This post is by Jon Cracknell, co-author of a new report from the Environmental Funders Network (EFN).
At the end of November the EFN published Passionate Collaboration?, aggregating the responses of 140 UK environmental organisation chief executives to an EFN survey carried out earlier this year. Many of the largest groups in the sector took part, along with smaller more specialised organisations. To our knowledge, this is the first time that a survey of this kind has ‘taken the pulse’ of the sector.
A strong sector with a keen sense of the challenges ahead
The report reveals a sector of committed and professional environmentalists, with real strengths in terms of public trust, engaged volunteers and supporters, integrity, expertise and passion.
Sector leaders have a keen sense of the challenges they face in the coming years. Funding is at the forefront of these challenges, with a 5.2 per cent fall in real income between 2010-11 and 2011-12, and changes in the nature and source of funding. Increasing reliance on income from the corporate sector raises some issues, along with the rise in importance of contract income, leading to increased financial fragility in the sector. Low salaries make it hard to secure and retain skilled individuals.
The survey shows that the sector’s resources are primarily focused on a traditional environmental agenda within the UK, often delivered at a local level, and on mainstream discourses of environmentalism; this is despite the recognition by chief executives of the need to grapple with more systemic challenges, such as global shifts in power and demographic changes. Funding cutbacks focus attention on the question of whether the sector is too fragmented and whether consolidation would be beneficial.
A number of skill sets and tools were identified, where additional support from funders might help. These include: economics and financial expertise; leadership and organisational planning; political lobbying expertise; strategic communications capacity, in terms of public opinion polling and framing; horizon-scanning capacity; and training in systems thinking and systemic analysis.
Tension between the need to rethink approaches and day to day demands
There is a clear tension between, on the one hand, a recognition of the need for changes in approach: to engage new constituencies, embrace social media, work from the bottom up, reframe messaging; and, on the other hand, the reality of life on the ‘hamster wheel’ day to day, with no resources for experimentation and a tendency to avoid risk, plus reliance on a core playbook of approaches, combined with an ever stronger evidence base.
Respondents wanted an increase in resources directed at redefining economic growth and progress, but it is unclear how this could best be achieved, assuming that philanthropic funders would be willing to provide such resources. Likewise, it is unclear how the sector can currently discuss the way in which its resources are allocated geographically, or the best options for countering government preoccupation with growth at all costs?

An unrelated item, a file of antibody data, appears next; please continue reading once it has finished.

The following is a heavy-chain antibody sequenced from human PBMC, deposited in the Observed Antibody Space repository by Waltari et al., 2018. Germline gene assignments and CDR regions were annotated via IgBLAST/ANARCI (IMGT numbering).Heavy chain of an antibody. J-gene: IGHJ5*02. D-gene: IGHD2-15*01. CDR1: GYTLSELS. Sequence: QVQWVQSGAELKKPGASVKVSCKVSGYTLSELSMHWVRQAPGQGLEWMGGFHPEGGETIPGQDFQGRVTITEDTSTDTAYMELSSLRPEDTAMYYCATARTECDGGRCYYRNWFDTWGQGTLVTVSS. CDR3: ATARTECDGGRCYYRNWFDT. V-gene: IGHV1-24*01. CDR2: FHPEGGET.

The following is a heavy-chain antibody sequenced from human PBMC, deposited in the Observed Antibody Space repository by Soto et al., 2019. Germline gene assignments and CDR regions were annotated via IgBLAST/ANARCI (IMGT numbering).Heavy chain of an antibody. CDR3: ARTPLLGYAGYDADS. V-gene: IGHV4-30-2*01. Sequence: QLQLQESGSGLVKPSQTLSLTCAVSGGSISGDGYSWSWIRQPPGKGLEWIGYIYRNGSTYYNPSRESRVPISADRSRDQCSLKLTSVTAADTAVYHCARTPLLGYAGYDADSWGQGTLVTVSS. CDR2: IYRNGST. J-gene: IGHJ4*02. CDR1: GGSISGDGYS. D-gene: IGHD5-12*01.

The importance of collaboration
Running through the survey, and reflected in its title, is the question of how to promote more effective collaboration. Some see collaboration as a strength of the sector already, many agree it is an important attribute of the most effective organisations, and others fear for future collaboration in the context of falling income.
Many respondents touched on the need for some kind of safe space for joint reflection in relation to these topics, an opportunity to step off the hamster wheel. Here are some of their comments:
“…if we want to have greater cohesion and greater synergies and to make sure our actions are greater than the sum of parts, we may need support to make that happen. Arguably existing networks don’t do that.”
“Day to day pressure of running organisations and campaigns and not enough time spent reflecting on what we have done and what we need to do next – ideally together.”
“Lack of funding also pushes organisations back to their ‘core business’ and [they] are less likely to explore new territory/skills or reach out to other organisations. Which is actually what needs to happen (better co-ordination and more thinking out of the box in order to respond to current challenges).”
How can funders help?
EFN welcomes suggestions as to how philanthropic funders can best help to create space for these kinds of conversations, and ideas in response to the following specific questions: What form should it take? Should funders be involved? How frequently would chief executives or senior managers want to interact? What are the best existing examples of structures that allow this reflection, either within the environment sector or beyond? What case studies exist of successful, and unsuccessful, collaboration?